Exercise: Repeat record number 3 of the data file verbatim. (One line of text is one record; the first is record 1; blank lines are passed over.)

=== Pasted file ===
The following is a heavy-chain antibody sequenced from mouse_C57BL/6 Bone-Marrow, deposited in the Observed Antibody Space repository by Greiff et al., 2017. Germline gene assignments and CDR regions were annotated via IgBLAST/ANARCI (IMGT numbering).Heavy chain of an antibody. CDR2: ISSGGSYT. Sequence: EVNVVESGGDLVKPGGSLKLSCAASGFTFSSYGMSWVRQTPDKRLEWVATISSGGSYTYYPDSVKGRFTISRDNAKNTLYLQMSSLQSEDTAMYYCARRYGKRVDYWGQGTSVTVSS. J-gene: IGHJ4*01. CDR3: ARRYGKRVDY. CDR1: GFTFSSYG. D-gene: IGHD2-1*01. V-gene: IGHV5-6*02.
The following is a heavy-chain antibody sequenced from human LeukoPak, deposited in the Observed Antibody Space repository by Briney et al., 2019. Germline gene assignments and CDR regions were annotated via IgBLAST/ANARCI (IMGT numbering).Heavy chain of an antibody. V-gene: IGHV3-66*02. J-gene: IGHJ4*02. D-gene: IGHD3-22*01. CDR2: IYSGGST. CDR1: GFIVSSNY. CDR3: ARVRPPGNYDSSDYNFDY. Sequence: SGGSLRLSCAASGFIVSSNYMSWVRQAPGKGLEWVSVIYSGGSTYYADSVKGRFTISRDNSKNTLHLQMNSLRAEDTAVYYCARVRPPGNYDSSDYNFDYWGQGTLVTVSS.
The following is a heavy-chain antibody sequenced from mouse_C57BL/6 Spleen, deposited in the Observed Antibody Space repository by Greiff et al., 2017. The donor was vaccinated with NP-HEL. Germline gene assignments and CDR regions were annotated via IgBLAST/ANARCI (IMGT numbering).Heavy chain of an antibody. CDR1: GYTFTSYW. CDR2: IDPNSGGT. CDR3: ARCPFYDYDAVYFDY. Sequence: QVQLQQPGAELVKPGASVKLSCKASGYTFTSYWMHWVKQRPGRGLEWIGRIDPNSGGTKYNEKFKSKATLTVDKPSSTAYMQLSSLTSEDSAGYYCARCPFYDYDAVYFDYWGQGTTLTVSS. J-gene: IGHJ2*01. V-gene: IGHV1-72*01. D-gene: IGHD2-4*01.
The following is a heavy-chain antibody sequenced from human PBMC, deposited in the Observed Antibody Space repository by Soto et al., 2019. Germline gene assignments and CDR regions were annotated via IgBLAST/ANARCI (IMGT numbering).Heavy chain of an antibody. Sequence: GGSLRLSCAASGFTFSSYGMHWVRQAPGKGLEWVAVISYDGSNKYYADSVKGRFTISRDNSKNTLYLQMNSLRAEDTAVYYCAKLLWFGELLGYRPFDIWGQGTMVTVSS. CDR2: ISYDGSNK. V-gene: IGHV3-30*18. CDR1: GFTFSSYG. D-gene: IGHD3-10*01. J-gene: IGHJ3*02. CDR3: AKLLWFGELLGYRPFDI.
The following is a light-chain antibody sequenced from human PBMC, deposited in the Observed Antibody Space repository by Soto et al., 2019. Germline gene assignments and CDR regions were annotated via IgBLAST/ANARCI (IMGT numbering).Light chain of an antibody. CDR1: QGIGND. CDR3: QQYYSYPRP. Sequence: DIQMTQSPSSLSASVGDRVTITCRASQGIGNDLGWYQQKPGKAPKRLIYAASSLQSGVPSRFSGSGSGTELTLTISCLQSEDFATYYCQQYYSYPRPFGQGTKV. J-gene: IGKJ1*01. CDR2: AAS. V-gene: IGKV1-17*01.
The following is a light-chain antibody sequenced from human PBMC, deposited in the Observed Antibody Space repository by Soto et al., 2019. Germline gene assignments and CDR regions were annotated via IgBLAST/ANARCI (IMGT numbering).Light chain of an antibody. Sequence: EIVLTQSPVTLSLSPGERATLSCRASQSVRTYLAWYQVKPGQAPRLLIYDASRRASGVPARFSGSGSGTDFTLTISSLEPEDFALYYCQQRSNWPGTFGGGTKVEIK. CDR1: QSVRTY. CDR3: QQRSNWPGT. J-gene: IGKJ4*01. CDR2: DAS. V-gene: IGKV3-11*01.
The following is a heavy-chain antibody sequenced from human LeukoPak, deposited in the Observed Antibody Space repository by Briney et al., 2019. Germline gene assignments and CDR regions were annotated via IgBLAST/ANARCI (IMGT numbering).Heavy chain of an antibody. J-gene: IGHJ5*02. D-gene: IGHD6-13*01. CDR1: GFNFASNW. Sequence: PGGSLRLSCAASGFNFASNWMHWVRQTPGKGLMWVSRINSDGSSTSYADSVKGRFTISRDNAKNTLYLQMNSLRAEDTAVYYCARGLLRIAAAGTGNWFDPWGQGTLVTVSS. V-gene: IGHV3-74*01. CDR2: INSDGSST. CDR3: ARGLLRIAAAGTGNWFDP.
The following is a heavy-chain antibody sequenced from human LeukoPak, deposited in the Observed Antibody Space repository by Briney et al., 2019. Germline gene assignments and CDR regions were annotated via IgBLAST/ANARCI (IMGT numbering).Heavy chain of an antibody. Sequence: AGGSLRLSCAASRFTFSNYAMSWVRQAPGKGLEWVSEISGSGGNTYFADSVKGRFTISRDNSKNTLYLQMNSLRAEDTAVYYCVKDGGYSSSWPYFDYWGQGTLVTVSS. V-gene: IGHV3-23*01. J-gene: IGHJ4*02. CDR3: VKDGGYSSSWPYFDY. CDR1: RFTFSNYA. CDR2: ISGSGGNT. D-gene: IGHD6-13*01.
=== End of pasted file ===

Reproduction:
The following is a heavy-chain antibody sequenced from mouse_C57BL/6 Spleen, deposited in the Observed Antibody Space repository by Greiff et al., 2017. The donor was vaccinated with NP-HEL. Germline gene assignments and CDR regions were annotated via IgBLAST/ANARCI (IMGT numbering).Heavy chain of an antibody. CDR1: GYTFTSYW. CDR2: IDPNSGGT. CDR3: ARCPFYDYDAVYFDY. Sequence: QVQLQQPGAELVKPGASVKLSCKASGYTFTSYWMHWVKQRPGRGLEWIGRIDPNSGGTKYNEKFKSKATLTVDKPSSTAYMQLSSLTSEDSAGYYCARCPFYDYDAVYFDYWGQGTTLTVSS. J-gene: IGHJ2*01. V-gene: IGHV1-72*01. D-gene: IGHD2-4*01.